A week’s worth of movies

I’ve watched more movies than usual in the past week, and my wife suggested I write a post to summarize my thoughts on each. Many of these films wouldn’t normally get mentioned on this site–though I admit my criteria are somewhat arbitrary, shifting, and unclear.

So, here you are, Sam!

We started the week with Ant-Man and the Wasp. It was fun but unexceptional. I wouldn’t really mention it except for this post. Lots of humor, lots of heart, and a surprising amount of cool ’60s pulp sensibility, but not a lot of purpose. It actually annoyed me that a mid-credits scene tied the film into the larger Marvel Cinematic Universe, taking a largely whimsical film and inserting the illusory stakes and high death count of Infinity War. Special mention should be made of Michael Peña’s performance; he’s just incredible, and nothing highlights his range more than the jump from lighthearted and lovable sweetheart Luis in the Ant-Man films to the angry, bitter, aggressive, and courageous DEA agent at the heart of Narcos: Mexico.

Next up was American Gangster, and I had originally planned to write a post on this film alone. I might still do that. It instantly became one of my favorite crime movies, on par with something like Goodfellas or Casino–and the accelerating pace of the film as it progresses over the rise and fall of Frank Lucas’s criminal empire invited further parallels. I was therefore not at all surprised to see Nicholas Pileggi listed as an executive producer (though this was written by Steven Zaillian). Denzel Washington and Russell Crowe were absolutely mesmerizing as Lucas and detective-turned-prosecutor Richie Roberts, respectively. And I was surprised to see Josh Brolin, Cuba Gooding Jr., and Idris Elba pop up in significant background roles (many other great actors and performances here, but those were the ones that immediately stood out to me). A film directed by Ridley Scott is a little bit of a wild card, but American Gangster definitely stands among the good ones. It was interesting to read afterward how far the film deviated from actual events, and it probably warrants a discussion about how far true events can be stretched for dramatic purposes, especially if the film will still be marketed as a true story. Either way, Mark Jacobson’s New York Magazine article, “The Return of Superfly,” which was the basis for the film, has been bumped near the top of my reading list.

Then I watched The Incredibles 2. I liked that the sequel seemed like a movie with new ideas to explore using the setting and characters from the original. It was the rare sequel that felt like it had its own purpose for existing, and it built on the original film in fun and clever ways. I enjoyed it a lot, and I especially appreciated the added tension between husband and wife, the slick retro-futurist setting, and the still-interesting dynamics of this superhero family. I don’t know if I have much to say about it now, though. It was fun, but I don’t know that it will stand out much in my mind even half a year from now. (Ironically, Sam suggested this post in large part because she wanted me to write out my thoughts on this movie in particular, and yet it’s the one that I have the least to say on now.)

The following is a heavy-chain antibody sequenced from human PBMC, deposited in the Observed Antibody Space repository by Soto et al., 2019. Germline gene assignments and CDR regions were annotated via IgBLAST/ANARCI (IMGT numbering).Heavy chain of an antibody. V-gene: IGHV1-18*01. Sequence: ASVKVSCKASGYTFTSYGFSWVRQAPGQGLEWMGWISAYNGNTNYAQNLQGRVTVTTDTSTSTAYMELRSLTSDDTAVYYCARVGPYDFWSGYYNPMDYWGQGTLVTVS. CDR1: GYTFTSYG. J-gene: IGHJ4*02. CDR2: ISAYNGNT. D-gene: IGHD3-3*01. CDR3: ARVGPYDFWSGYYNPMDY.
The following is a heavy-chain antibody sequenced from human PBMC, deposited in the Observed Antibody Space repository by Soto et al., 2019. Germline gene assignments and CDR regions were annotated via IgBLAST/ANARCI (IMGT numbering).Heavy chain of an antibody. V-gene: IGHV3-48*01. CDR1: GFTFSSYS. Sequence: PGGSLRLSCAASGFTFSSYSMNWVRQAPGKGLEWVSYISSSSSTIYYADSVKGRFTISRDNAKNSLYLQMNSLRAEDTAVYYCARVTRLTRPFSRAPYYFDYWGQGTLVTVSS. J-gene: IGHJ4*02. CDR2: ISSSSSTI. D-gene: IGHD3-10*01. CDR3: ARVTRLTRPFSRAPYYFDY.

The best animated film I watched this week was Coco. This movie was so pure and beautiful. It would have been easy to do a movie that was about the young protagonist following his dreams despite his oppressive family situation; it would also have been easy to have a movie where family love and support is more important than chasing ambition. This movie very carefully found a middle ground, in the process developing rich themes and a complex cast of characters who all had room to learn and grow. I cried a lot, both out of heartbreak and joy. All that said, at the end of the day, the afterlife scenario laid out leaves some questions for me. Why do some of the deceased not only seem surprised but scared of the presence of a human boy? Why is there a second life after death that in turn leads to a second death? Do people have to work to have a decent afterlife? Is the relative affluence of a person tied to their remembrance by the living, and if so, how? Can people choose to appear any age? Do kids stay kids and the elderly stay elderly? To be fair, these are the sorts of problems inherent in many common conceptions of the afterlife, but the realm of the dead seemed fully realized and yet left ample opportunities for this sort of fridge-logic concern.

In other Pixar news, I also watched the new short film Kitbull, which similarly prompted a lot of crying for a lot of reasons. I have a lot of feelings about Kitbull. It hurt me and it made me feel really happy. It’s sweet. It’s touching. And the artwork and animation are great. With two Pixar feature films and this short, I guess I had a fairly Pixar-heavy week.